Hamill, Kate. “So you want to be a freelance writer.”https://www.freelancersunion.org/blog/2014/09/10/how-to-start-freelance-writer/. (January 23, 2015.)

What All New Freelance Journalists Need to Know

In previous posts, we covered a few of the essential qualities and tips new freelance writers needs to know and possess in order to be successful. These included:


  • Writing skills
  • Self-editing skills
  • Quick turnaround
  • Job satisfaction


  • Don’t be too proud to ask for help
  • Constantly build your portfolio
  • Make finding new clients a priority
  • Determine a niche and perfect it
  • Don’t expect overnight success

In this post, we’ll talk about a few more things that new freelance writers need to incorporate into their practices and philosophies as they embark on the journey to become established, profitable writers.

Successful blogger and freelance writer Carol Tice offered this advice:

  • Forget about qualifications
  • Find a mentor(s)
  • Write your way into a niche
  • Don’t be scared!
  • Stay focused


As a freelancer, any other qualifications besides experience and ability simply don’t matter. In Tice’s words, “If you can get the story and tell it so we want to read it, you’re in.” No one will hire you for a gig solely because you have a master’s degree, and a master’s degree alone isn’t going to make you feel qualified. Remember that and keep writing, because practice and experience is going to be what gives you the edge in the end.

Find a Mentor

When you make knowledgeable connections, exploit them—in the best way possible! Tap into their expertise, ask questions, and be precocious. It’s the aspiring writer that seeks out and absorbs knowledge that makes it to the finish line.

Write Your Way Into a Niche

If you’re writing what you enjoy, you’re not only expanding on your expertise in that area, but you’re building your portfolio that proves your expertise to prospective clients. Build a strong case for yourself by backing up your experience with previously published work.

Don’t Be Scared!

Tice gives some funny advice: “Think of something scarier than writing an article, and it’ll be a breeze by comparison!” For example, you could be waiting tables instead, so cozy up in front of your computer and do what you love—write! Don’t allow the scope of the assignment daunt you either; just do it and chalk up the results (whether positive or negative) to experience. All experience is positive depending on your perspective.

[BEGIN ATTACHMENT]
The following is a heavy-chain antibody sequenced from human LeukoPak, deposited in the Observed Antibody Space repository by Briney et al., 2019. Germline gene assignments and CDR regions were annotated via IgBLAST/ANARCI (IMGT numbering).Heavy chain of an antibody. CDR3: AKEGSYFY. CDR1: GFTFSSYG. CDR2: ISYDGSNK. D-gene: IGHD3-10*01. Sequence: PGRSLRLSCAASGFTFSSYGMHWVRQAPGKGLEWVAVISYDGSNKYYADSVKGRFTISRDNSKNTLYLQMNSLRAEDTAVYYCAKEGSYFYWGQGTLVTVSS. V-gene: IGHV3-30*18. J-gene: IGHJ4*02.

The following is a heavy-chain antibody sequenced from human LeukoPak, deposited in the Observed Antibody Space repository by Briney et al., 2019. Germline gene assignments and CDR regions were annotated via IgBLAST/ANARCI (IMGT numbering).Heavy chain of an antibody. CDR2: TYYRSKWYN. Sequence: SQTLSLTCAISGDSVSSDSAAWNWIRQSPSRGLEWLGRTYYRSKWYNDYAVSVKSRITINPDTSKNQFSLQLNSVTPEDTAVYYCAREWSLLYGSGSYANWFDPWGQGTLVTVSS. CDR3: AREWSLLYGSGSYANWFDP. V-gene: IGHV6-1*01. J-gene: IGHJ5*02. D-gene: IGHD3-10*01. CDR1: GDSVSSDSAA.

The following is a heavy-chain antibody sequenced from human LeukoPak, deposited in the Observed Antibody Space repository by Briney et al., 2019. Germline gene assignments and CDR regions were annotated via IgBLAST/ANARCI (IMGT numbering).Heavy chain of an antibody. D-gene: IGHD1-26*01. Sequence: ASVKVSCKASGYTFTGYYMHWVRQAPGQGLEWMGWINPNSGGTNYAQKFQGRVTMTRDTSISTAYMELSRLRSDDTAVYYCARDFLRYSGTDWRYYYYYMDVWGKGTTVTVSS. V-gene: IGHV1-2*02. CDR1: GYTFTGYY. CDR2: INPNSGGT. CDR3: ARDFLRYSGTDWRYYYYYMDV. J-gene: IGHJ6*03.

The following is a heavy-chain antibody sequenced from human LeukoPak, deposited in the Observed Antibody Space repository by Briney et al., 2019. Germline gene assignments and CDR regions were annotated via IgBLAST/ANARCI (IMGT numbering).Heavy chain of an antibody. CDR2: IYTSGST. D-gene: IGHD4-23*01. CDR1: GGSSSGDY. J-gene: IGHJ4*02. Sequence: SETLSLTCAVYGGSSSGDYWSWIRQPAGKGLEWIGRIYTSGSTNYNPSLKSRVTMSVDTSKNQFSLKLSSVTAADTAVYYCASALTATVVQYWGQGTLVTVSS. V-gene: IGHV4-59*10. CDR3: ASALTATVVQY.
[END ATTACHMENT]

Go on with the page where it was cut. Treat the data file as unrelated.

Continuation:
Stay Focused!

Maintain focus on what you love to do and time will fly. As it passes, your experience will grow. Also,stay organized! As you take on more and more gigs, you’ll need to be in order to be successful.

Any comments on what you’ve done to pave your way as a freelance writer?


Tice, Carol. “The Advice I Wish I’d Had as a New Freelance Writer.”http://www.makealivingwriting.com/best-advice-for-new-freelance-writers/. (January 26, 2015.)

How to Make a Living as a Freelance Writer

As a writer, being new to the online writing game is overwhelming. The Internet churns out content on a constant basis—bad, good, and great—and figuring how to insert our voices and where (and then get paid for it) seems like a colossal and intimidating task.

Finding success in writing online will require networking, contributing to and drawing from writing communities like Free Guest Post, and ultimately becoming prolific in what you do. Writers characteristically exist in their earliest stages within a shell of insecurities and inhibitions; we all need to undergo the process of de-shelling to begin contributing our art to the world.

To start, we have to detach our sensitivity from our art and let it become second nature. Writing must become to us what music is to the skilled musician: simply an outpouring of fluid notes, well-versed, well-practiced, and precise. It’s not just our art, but our marketable skill, as easily uncorked and accessible as a singer’s voice.

One way to learn how to do this is to listen to the stories of others who have done it, hear about their pitfalls and successes, and to mimic what worked for them.